One of the best-known wreck dives in the Red Sea
The Dunraven is one of the best-known wreck dives in the Red Sea, second only to the famous Thistlegorm. Lying upside-down, broken in two, at a depth of 20 metres today, the wreck was once an English steam ship transporting spices, timber and gold from India. It hit the reef and sank in April 1876.
The freighter’s content was removed by a team of archaeologists in the 80s. The site can be reached by boat; a permanent buoy marks the location of the ship. Although you have to be an experienced diver to be allowed to go for the Dunraven dive, the whole gig is similar to an easy cave exploration. Inside, divers usually encounter yellow goat fish and giant morays while outside, the ship’s hull is encrusted with corals. A wide variety of marine life add to the whole experience: batfish, nudibranchs, pipe fish and the very rare ghost pipe fish abound in the wreck’s surroundings.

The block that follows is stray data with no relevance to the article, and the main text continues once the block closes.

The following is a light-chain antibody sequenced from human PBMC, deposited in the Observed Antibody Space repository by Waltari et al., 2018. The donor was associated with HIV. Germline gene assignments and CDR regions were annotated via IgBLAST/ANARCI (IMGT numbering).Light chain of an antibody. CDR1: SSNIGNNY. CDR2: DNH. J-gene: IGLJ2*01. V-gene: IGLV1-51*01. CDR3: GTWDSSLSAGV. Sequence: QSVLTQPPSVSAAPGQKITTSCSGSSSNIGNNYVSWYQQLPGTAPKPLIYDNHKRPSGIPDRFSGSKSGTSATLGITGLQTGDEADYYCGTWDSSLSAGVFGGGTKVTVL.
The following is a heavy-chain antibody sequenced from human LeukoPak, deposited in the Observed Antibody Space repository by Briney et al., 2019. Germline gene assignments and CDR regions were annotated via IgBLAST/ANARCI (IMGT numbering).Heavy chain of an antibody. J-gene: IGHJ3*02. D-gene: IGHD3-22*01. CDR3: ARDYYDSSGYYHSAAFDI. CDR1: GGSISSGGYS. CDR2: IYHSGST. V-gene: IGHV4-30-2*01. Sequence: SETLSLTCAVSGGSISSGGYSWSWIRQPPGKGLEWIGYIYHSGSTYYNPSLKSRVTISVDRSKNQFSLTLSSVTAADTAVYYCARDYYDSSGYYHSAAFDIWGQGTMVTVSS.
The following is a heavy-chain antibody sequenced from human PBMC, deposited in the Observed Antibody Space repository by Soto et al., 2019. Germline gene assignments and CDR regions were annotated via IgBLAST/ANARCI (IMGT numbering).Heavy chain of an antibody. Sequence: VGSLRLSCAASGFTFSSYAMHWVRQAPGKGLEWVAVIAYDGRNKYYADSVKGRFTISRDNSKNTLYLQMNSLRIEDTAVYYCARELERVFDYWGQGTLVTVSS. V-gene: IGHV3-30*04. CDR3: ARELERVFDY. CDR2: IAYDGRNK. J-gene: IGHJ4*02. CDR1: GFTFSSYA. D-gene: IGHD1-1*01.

Depth: 15-28 m
Visibility: 10-30 m